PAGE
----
Congrats, Hawk! Dawson Elected To Hall of Fame (Originally published January 6, 2010)

Andre Dawson is largely responsible for my love of baseball.  When I was a toddler in the early ’90s, if I wasn’t watching Ghostbusters, my mom would usually have Cubs games on WGN.  And Andre Dawson, The Hawk, was always featured prominently.  I could barely talk but I knew I liked him and the way he played.

Dawson swings away.

As of today, he’s in the Hall of Fame.  And I’m left scratching my head as to why it took him this long to be elected.

The man played for 21 mostly dominant seasons, during a time when pitching ruled baseball with an iron fist.  Dawson was one of few offensive stars throughout the ’80s and has both Rookie of the Year and Most Valuable Player awards to his name.  Hell, he made the Montreal Expos relevant.

But that doesn’t tell the whole story, either.  Dawson just wanted to play, no matter what.  In an oft-repeated story, he handed the Cubs a blank check before the 1987 season and told them to pay him whatever they wanted.  All he did was have one of the best offensive years of the 1980s, hitting .287 with a staggering 49 homers and 137 RBI.

Sure, ‘87 was his career year, but he was no slouch the rest of the way, either.  He had a career .279 batting average, 438 home runs, 1591 runs batted in, and 314 stolen bases.  He is in a pretty exclusive club, too, as one of three players to have 400 home runs and 300 stolen bases.  The other two?  Only Barry Bonds and Willy Mays.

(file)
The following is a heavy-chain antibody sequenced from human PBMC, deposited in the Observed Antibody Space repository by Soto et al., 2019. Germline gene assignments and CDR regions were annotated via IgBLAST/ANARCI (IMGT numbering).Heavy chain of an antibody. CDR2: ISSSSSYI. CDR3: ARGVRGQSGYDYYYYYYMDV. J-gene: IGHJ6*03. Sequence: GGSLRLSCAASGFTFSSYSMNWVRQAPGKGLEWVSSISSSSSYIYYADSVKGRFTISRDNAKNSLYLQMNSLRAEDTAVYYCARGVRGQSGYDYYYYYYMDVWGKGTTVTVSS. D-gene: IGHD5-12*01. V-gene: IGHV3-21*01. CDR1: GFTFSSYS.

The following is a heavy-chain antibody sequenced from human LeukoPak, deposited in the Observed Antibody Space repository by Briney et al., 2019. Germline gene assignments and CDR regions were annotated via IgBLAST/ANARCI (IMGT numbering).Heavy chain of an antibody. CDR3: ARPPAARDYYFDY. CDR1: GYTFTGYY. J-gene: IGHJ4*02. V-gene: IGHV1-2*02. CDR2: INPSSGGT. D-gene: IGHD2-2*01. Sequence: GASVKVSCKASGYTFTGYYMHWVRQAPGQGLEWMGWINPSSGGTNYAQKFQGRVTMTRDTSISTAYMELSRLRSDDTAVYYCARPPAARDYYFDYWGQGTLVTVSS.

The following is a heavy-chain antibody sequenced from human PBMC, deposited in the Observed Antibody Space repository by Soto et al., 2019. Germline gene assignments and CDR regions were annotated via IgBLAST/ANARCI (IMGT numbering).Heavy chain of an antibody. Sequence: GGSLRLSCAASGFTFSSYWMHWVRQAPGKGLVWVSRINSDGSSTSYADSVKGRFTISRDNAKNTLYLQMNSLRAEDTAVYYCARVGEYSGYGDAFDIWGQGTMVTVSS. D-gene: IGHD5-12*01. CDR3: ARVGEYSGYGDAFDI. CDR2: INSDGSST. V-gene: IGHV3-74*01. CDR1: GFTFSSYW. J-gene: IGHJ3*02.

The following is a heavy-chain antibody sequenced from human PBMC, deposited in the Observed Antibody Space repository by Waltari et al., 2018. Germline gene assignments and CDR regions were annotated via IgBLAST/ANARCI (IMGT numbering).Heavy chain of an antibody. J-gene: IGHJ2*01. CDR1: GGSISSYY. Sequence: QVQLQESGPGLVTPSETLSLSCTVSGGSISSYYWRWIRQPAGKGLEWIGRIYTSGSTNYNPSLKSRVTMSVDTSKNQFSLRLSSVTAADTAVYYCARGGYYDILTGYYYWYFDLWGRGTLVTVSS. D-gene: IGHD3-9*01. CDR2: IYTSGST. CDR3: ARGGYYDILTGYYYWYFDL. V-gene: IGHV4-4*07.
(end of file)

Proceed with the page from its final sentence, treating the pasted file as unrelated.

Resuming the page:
He also won eight Gold Gloves.  He had a lot of range in the outfield and he had a cannon, gunning down baserunners seemingly at will, as his 157 assists show.

I guess the only thing that kept Dawson out for the first eight years of his Hall eligibility was his career .323 on-base percentage.  Admittedly, that’s not good.  But you have to remember that nobody in baseball, from the front offices to the managers to the players, cared about on-base percentage until this past decade, when detailed statistics gathering like Sabermetrics became popular.  All anyone wanted Dawson to do was drive in runners, which he did extremely consistently; walks be damned.

And now it’s official for Andre Dawson.  All those runners he drove in, all those bases he stole, and all those spectacular plays he made in the outfield equate to one thing: a Hall of Famer.


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